It was an incredibly hard decision to turn down the offer, and I almost threw up after letting the person who interviewed me know. I sent a heartfelt letter expressing my appreciation for the time and effort to bring me in and my reasons for turning down the job. It’s very possible I will regret this decision down the line(I still do from time to time), but I feel I have to really try to find what I want this time around, rather than just take whatever falls into my lap. Despite the incredible benefits, I know I don’t want to stay where I am. The work itself is okay, but I am too isolated and the limited interactions with my advisor aren’t that fulfilling. I also feel that if I tried to stay in academics I would keep falling in the same rut as I have the past 11 years. The State job would have been fine, and I’m sure I would have done pretty well, but despite the security, working in the same job for over 20 years, in order to make the pension make sense, it seemed constraining.

The exercise with my coach was very interesting. Using purely intuition, I laid out 3 potential paths, represented by scarves of 3 different colors, and selected photos at random that belonged to each path. The 3 paths were, 1)take the state job, 2)try to stay where I am, and 3)the unknown, or to follow my dream. Each path had it’s own theme and scenarios along that journey. The unknown path is what I choose. We constructed a story from the photos. To summarize, my vision is hazy but it will come into focus. There will be tough periods ahead, but if I keep moving forward with determination there will be joy and peace at the end of that journey. It was scary to choose that, but on some level deep down it was I knew I was feeling, I just needed the safe space and process to allow that choice to be made.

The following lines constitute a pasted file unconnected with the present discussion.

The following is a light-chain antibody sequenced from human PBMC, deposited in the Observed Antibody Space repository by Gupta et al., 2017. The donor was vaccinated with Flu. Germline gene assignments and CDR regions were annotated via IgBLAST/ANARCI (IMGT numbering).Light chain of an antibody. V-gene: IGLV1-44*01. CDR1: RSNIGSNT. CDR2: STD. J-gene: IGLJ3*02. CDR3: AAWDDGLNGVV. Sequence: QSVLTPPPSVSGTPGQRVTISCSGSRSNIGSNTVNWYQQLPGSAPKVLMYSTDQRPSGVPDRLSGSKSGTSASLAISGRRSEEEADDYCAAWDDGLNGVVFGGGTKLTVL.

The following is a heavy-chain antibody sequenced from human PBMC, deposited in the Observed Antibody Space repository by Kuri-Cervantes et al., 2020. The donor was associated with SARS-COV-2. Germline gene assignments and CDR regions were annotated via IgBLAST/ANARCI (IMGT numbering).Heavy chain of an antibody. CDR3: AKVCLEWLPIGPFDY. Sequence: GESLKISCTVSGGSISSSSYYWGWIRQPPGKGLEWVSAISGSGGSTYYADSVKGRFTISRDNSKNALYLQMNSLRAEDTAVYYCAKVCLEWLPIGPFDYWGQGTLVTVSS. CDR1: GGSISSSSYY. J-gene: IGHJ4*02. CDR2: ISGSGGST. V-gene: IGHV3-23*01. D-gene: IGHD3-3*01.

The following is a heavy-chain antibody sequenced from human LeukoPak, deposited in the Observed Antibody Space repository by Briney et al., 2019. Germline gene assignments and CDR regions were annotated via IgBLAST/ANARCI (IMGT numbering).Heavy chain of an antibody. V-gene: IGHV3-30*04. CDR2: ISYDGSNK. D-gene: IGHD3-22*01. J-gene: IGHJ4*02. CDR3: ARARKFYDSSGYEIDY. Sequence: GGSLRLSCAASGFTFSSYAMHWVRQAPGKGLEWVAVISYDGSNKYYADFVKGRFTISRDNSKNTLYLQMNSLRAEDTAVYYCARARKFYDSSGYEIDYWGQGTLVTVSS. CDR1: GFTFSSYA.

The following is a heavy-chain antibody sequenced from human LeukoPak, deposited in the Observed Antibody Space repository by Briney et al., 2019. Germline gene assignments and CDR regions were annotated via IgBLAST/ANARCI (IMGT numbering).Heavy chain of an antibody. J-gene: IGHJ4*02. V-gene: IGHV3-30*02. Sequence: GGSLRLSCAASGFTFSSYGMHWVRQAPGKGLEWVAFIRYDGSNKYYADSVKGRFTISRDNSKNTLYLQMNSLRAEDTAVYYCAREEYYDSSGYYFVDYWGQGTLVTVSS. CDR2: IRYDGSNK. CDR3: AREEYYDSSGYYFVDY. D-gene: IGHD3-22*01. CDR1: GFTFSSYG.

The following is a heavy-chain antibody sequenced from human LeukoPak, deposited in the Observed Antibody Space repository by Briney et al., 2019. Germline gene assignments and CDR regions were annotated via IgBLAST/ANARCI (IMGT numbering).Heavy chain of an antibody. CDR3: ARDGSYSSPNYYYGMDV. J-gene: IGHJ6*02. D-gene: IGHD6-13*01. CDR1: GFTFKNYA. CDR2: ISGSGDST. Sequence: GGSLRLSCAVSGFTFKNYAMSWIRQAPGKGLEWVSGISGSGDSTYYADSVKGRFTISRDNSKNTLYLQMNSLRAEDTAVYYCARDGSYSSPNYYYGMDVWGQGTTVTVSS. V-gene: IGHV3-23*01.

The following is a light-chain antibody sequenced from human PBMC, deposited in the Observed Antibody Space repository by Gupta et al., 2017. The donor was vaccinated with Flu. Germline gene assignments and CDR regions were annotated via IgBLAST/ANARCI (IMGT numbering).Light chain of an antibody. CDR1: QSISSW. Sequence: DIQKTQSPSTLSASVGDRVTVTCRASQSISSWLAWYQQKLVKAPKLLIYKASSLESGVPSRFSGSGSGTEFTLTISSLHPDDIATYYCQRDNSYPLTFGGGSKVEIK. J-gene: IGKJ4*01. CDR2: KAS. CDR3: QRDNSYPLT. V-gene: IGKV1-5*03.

As this process has been unfolding I was bombarded by the word “Dream” everywhere I turned. From Dizzee Rascal’s “Dream” on the radio, in which he tells of becoming a successful musician.

The song’s chorus is:
“I like the talky talky happy talk
Talk about things you like to do
(Talk about things you like to do)
You got to have a dream if you don’t have a dream
How you gonna have a dream come true?”

To quotes involving dreams in my daughter’s mindfulness coloring book such as “Dreams are illustrations.. from the book your soul is writing about you” to the idea of dreaming of new potentials in the book Who moved my cheese? that I found at my in-laws house during vacation.

I’m scared. I have moments, especially after some of my job search training exercises where I think what I am looking for, decent vacation time, interesting work and team, and a good location are a pipe dream and then kind of freak out. I have to remind myself that I have time still to keep searching and stay on the path I want. I also try to remember that I want to show my girls that it’s okay to reach for your dreams, that even if you go through tough times, you can lead a much richer life. So I’ll keep bringing that dream into focus, and keep pursuing it. I still fear that I am asking for too much, but for once I’m letting myself dream a bigger reality for myself than I have for a very long time.